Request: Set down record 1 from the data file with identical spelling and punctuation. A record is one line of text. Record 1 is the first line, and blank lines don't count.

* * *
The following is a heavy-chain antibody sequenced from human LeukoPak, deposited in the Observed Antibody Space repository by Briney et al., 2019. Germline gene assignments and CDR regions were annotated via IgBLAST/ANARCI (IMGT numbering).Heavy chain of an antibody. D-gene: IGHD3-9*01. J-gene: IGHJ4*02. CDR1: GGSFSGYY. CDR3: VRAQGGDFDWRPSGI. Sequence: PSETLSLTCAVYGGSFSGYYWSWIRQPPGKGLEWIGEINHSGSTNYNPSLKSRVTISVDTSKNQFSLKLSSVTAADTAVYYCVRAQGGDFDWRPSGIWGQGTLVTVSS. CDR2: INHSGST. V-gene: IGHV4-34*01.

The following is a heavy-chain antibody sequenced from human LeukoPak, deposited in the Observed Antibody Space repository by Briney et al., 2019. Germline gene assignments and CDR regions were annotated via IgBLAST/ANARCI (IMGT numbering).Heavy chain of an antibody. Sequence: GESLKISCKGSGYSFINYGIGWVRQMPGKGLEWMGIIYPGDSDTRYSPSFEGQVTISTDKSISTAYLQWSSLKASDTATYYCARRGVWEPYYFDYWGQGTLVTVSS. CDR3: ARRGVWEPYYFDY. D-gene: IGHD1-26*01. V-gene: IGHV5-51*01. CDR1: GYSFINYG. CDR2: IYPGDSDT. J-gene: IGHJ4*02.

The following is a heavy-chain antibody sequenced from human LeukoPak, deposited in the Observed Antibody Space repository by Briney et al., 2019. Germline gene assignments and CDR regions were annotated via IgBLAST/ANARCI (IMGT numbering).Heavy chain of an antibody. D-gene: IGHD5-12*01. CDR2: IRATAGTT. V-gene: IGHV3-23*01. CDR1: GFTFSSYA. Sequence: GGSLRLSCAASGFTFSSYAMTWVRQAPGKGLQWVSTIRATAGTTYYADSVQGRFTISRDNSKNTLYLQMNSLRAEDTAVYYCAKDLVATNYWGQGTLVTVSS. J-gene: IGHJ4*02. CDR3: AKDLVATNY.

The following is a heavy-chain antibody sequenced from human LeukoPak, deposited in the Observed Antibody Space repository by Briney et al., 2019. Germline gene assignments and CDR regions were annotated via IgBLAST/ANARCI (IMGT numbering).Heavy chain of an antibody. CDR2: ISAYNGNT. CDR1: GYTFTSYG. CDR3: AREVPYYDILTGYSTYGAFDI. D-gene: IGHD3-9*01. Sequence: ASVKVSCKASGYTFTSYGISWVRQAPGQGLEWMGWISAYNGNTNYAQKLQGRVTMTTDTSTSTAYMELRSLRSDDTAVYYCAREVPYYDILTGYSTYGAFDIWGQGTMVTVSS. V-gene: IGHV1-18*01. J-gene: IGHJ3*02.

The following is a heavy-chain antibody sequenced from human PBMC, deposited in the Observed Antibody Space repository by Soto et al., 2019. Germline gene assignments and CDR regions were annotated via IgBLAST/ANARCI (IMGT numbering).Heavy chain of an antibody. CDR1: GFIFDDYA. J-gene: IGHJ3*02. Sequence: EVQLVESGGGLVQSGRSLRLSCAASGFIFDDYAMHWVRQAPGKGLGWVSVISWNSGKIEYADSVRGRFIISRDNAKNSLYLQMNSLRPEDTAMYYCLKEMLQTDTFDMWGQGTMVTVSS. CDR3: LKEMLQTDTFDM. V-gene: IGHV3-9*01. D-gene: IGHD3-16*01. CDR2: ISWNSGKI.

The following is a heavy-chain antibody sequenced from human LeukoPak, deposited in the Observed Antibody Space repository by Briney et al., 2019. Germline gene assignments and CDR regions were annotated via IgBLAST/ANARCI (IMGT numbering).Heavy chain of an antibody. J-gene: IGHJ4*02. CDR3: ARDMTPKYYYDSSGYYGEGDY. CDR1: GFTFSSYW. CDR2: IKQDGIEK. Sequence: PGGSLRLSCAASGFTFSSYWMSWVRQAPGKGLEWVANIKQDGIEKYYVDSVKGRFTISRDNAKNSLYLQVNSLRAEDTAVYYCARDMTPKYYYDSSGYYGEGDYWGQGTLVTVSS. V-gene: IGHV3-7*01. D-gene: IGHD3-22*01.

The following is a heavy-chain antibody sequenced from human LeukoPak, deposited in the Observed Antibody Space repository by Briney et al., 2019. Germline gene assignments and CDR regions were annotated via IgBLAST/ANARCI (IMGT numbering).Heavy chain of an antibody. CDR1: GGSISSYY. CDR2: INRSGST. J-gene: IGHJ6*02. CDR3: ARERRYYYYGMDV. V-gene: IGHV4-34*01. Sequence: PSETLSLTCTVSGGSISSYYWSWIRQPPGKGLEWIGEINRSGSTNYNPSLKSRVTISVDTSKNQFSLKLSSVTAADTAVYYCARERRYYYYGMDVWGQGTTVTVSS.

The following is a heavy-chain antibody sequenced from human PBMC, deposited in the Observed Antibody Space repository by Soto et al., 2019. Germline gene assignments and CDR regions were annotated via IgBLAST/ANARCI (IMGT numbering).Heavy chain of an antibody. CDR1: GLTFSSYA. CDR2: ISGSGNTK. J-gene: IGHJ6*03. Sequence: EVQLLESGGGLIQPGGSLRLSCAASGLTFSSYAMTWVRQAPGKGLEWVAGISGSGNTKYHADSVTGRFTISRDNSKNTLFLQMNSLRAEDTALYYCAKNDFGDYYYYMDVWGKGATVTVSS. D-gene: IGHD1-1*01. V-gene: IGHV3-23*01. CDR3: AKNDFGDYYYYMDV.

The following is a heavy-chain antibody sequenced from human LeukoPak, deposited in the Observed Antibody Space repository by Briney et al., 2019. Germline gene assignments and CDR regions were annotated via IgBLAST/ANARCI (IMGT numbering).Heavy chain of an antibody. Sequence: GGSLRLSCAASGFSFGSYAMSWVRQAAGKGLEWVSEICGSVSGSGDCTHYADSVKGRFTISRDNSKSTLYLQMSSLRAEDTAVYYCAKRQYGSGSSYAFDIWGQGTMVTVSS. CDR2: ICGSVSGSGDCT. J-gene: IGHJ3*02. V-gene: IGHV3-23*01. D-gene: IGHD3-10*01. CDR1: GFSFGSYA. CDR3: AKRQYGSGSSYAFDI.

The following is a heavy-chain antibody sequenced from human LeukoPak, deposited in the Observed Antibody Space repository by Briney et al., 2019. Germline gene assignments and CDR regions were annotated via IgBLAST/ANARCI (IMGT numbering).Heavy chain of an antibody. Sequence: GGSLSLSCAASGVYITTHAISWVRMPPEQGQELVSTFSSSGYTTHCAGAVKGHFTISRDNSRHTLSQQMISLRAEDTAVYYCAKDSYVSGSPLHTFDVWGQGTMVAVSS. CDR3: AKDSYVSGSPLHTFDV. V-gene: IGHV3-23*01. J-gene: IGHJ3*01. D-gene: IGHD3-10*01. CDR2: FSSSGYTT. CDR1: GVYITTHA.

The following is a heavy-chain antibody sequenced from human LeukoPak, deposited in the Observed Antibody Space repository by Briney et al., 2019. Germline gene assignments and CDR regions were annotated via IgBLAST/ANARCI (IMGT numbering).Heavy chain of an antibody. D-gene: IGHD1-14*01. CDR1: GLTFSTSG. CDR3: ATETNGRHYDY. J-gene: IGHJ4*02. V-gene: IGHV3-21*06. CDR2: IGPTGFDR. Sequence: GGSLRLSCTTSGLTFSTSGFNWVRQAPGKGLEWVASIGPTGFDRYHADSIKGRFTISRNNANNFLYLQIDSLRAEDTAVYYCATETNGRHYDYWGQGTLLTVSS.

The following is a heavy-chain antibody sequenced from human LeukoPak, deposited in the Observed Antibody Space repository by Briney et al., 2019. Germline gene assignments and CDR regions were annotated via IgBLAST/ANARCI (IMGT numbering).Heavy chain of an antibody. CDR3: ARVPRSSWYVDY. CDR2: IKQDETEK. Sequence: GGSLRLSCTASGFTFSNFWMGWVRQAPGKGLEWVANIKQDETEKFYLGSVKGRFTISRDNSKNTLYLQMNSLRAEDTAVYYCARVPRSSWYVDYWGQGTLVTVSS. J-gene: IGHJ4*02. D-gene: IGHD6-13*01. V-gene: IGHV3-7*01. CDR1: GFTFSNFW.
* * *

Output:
The following is a heavy-chain antibody sequenced from human LeukoPak, deposited in the Observed Antibody Space repository by Briney et al., 2019. Germline gene assignments and CDR regions were annotated via IgBLAST/ANARCI (IMGT numbering).Heavy chain of an antibody. D-gene: IGHD3-9*01. J-gene: IGHJ4*02. CDR1: GGSFSGYY. CDR3: VRAQGGDFDWRPSGI. Sequence: PSETLSLTCAVYGGSFSGYYWSWIRQPPGKGLEWIGEINHSGSTNYNPSLKSRVTISVDTSKNQFSLKLSSVTAADTAVYYCVRAQGGDFDWRPSGIWGQGTLVTVSS. CDR2: INHSGST. V-gene: IGHV4-34*01.